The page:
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Strong, functional, tunable, self-assembling hydrogel scaffolds for regenerative medicine

Final Report Summary - STROFUNSCAFF (Strong, functional, tunable, self-assembling hydrogel scaffolds for regenerative medicine)

The project aimed to develop a new class of self-assembling bioactive hydrogel materials for regenerative medicine by integrating and taking advantage of both peptides and proteins. In addition, the project looked to enhance the complexity and functionality of these materials by working at the interface of chemistry, biology, and engineering. Through this approach, we developed a number of new material platforms (exe. 4 patents or patent applications) that enable the design and engineering of a spectrum of hydrogel materials with innovative properties that would benefit the fields of tissue engineering and regenerative properties. These platforms include a) the co-assembly of peptide amphiphiles with proteins and polysaccharides utilizing both non-covalent and covalent interactions, b) the co-assembly of peptide amphiphiles with particles such as graphene oxide, c) a co-assembling system based on peptides and disordered proteins that enable access to non-equilibrium in a controlled manner, d) a protein-based platfrom that takes advantage of ordered and disordered synergies to nucleate and guide the growth of apatite nanocrystals in a hierarchical manner and into macroscopic materials, e) novel self-assembling bioinks, and f) novel hydrogel patterning techniques. These platforms were tested towards the regeneration of tissues such as cartilage, bone, and enamel as well as to build biologically relevant in vitro models of biological scenarios such as vascular tissue, the blood-brain-barrier, and cancer. We have developed a unique set of skills that integrated supramolecular chemistry and engineering to build complex, hierarchical, and functional environments with biomolecules. The project has developed a new way to grow mineralised materials that could regenerate hard tissues such as dental enamel and bone. In addition, the study also provides insights into the role of protein disorder in human physiology and pathology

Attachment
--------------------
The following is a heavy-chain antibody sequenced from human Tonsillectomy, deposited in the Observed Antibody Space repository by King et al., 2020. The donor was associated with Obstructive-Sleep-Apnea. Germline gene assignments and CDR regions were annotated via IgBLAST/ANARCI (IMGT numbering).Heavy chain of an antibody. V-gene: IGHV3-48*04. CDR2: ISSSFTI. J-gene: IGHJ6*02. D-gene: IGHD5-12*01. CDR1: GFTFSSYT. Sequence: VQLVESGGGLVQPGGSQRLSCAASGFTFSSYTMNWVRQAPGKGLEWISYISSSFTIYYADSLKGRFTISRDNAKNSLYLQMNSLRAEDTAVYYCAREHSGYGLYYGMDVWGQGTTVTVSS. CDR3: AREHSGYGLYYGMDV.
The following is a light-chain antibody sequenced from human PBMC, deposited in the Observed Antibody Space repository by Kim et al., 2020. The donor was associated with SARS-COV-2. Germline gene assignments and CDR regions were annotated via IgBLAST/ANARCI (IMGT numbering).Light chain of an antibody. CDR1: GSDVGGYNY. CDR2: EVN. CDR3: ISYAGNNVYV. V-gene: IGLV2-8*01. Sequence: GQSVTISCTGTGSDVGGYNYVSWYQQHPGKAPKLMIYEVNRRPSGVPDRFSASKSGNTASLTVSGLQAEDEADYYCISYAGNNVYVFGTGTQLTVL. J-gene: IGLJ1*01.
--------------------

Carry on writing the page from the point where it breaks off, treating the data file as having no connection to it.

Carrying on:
Project information

Grant agreement ID: 306873

Status

Closed project

  • Start date

    1 August 2013

  • End date

    31 July 2018

Funded under:

FP7-IDEAS-ERC

  • Overall budget:

    € 1 492 686

  • EU contribution

    € 1 492 686

Hosted by:

QUEEN MARY UNIVERSITY OF LONDON